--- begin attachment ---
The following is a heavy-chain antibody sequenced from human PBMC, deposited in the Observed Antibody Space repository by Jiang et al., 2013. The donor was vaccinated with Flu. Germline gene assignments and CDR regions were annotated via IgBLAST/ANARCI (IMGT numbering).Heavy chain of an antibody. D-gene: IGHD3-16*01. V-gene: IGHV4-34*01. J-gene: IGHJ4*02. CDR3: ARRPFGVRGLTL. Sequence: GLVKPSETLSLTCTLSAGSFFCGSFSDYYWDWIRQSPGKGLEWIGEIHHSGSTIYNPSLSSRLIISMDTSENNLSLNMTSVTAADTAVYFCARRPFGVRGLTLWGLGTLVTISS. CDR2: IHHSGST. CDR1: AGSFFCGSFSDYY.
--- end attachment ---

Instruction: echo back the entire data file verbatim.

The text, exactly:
The following is a heavy-chain antibody sequenced from human PBMC, deposited in the Observed Antibody Space repository by Jiang et al., 2013. The donor was vaccinated with Flu. Germline gene assignments and CDR regions were annotated via IgBLAST/ANARCI (IMGT numbering).Heavy chain of an antibody. D-gene: IGHD3-16*01. V-gene: IGHV4-34*01. J-gene: IGHJ4*02. CDR3: ARRPFGVRGLTL. Sequence: GLVKPSETLSLTCTLSAGSFFCGSFSDYYWDWIRQSPGKGLEWIGEIHHSGSTIYNPSLSSRLIISMDTSENNLSLNMTSVTAADTAVYFCARRPFGVRGLTLWGLGTLVTISS. CDR2: IHHSGST. CDR1: AGSFFCGSFSDYY.